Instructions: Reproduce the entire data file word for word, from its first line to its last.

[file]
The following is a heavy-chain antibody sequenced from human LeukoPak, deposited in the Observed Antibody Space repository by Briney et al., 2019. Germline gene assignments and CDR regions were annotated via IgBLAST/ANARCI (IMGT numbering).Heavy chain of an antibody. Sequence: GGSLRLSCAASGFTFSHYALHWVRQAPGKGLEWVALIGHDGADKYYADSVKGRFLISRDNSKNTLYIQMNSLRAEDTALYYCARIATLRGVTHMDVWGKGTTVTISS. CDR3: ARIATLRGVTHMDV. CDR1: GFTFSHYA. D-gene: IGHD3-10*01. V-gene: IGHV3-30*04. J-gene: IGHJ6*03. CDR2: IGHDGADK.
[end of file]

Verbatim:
The following is a heavy-chain antibody sequenced from human LeukoPak, deposited in the Observed Antibody Space repository by Briney et al., 2019. Germline gene assignments and CDR regions were annotated via IgBLAST/ANARCI (IMGT numbering).Heavy chain of an antibody. Sequence: GGSLRLSCAASGFTFSHYALHWVRQAPGKGLEWVALIGHDGADKYYADSVKGRFLISRDNSKNTLYIQMNSLRAEDTALYYCARIATLRGVTHMDVWGKGTTVTISS. CDR3: ARIATLRGVTHMDV. CDR1: GFTFSHYA. D-gene: IGHD3-10*01. V-gene: IGHV3-30*04. J-gene: IGHJ6*03. CDR2: IGHDGADK.